Unaccompanied singing has its place, but quality instrumental accompaniment has great potential to enhance the musical experience of singing together. Being a good church musician requires teamwork, concentration and a focus on the end goal of passionate congregational singing.
Make sure you will be ready to play the songs when you come to rehearsal. Don't hesitate to ask for any sheet music or recordings you need. Look up fingerings or voicings for chords you don't know, practise the beats with a metronome.
Keep your music in order – nobody wants to wait around in rehearsal for you to flip through your “semi-alphabetical” folder!
Work closely with the lead tech – you and they are working towards the same outcome. Don't hesitate to ask for adjustments to your foldback mix, but remember the overall level of your foldback needs to be conservative to avoid spoiling the congregation's mix. Feel free to share thoughts about the front-of-house mix with them, but remember that they are listening from the congregation's perspective and you're not.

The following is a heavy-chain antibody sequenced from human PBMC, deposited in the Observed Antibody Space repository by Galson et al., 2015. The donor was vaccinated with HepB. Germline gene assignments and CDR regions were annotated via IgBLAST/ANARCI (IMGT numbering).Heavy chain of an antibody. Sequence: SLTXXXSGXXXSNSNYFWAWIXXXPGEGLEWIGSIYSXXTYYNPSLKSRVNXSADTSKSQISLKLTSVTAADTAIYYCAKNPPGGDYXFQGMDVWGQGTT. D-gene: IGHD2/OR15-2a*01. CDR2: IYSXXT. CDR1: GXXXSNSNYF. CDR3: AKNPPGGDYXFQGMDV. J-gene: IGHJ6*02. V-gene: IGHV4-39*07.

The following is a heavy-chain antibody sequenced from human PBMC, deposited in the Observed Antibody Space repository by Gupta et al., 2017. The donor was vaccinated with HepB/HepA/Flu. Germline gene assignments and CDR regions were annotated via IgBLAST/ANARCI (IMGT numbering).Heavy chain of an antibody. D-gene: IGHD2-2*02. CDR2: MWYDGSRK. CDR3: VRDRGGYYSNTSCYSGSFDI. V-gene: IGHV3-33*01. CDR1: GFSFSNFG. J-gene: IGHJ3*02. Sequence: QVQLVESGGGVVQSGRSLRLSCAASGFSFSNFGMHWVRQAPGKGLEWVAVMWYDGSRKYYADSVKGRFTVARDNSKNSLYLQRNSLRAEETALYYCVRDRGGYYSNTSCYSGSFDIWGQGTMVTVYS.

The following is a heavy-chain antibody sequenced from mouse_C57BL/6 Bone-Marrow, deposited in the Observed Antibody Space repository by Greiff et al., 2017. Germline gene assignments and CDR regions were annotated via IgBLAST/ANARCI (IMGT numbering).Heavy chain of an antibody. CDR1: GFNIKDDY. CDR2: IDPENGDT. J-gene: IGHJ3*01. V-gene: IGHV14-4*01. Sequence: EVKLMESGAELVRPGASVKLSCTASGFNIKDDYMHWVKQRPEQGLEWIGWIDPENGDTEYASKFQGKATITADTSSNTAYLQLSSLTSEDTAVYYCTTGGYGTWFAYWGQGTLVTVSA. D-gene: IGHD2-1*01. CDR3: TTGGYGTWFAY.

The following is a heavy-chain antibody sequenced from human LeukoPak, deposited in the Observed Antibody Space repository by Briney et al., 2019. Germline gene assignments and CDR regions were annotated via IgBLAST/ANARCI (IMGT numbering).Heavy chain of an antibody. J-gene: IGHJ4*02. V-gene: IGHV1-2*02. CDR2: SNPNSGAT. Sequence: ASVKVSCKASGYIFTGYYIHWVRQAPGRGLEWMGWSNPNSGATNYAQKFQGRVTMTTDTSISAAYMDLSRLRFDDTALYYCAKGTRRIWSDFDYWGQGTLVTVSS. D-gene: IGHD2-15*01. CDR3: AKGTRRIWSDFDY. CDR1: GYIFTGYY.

Be clear on the order of songs and make sure you'll be able to find the right music in time (especially for back-to-back songs)
Be ready to start! The song leader doesn't want to be stuck up the front with the congregation waiting while you get back from talking to a friend at the back.
Follow the song leader – the congregation will!
Be ready to play at the right times. If there's a song straight after a thanksgiving or a confession, it's best to be in position during the thanksgiving or confession.
When you finish one song, get the next song's music ready so you don't have to scramble for it later.